7. The underwater operations optimization system of claim 6, wherein the underwater vehicle is a hull-cleaning vehicle having cleaning brushes for removing and suppressing the growth of fouling from the submerged hull surface, and wherein the controlling of subsequent operation of the underwater vehicle based on the known location of the underwater vessel, includes controlling the speed, direction, or combinations thereof, of the underwater vehicle.
8. The underwater operations optimization system of claim 7, wherein the host device is remote from the underwater vehicle, and further comprises:
a display for illustrating a virtual replication of the submerged hull surface and the location of the underwater vehicle thereon;
an input device for receiving operator input commands for controlling the subsequent operation of the underwater vehicle based on the known location of the underwater vehicle.
9. The under water operations optimization system of claim 5, wherein the radio frequency identification tags are magnetically attached to the submerged hull surface.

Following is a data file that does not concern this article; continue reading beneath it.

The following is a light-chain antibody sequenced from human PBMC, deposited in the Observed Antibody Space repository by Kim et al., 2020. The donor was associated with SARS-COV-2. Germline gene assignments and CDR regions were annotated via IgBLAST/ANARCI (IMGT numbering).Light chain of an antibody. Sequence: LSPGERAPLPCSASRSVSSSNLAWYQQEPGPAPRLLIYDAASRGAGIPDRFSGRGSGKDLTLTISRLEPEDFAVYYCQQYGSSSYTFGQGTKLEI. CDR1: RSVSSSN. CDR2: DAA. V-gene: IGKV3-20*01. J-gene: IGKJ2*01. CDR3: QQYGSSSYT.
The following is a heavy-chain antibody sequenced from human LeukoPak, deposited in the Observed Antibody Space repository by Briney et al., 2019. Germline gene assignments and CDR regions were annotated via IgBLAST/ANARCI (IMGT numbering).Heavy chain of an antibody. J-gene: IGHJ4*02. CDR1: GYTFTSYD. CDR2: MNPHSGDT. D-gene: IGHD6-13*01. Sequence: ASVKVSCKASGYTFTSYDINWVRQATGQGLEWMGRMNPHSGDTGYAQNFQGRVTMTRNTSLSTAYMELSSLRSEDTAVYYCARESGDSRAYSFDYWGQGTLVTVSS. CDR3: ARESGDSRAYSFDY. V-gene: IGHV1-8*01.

10. The underwater operations optimization system of claim 8, wherein the radio frequency identification tags are magnetically attached to the submerged hull surface.
11. An underwater location system comprising:
a plurality of radio frequency identification tags positioned along an underwater surface, wherein each tag of said plurality of tags has unique identification data related to the positioning of said tag on the surface, and wherein each radio frequency identification tag is a passive low frequency tag;
an underwater explorer for travelling in close proximity to the underwater surface, the underwater explorer having a radio frequency identification reader attached thereon, for reading the unique identification data of each said tag when the reader comes within a reading range as the underwater explorer travels in close proximity to the underwater surface, wherein the underwater explorer is an underwater vessel, the underwater location system further comprising: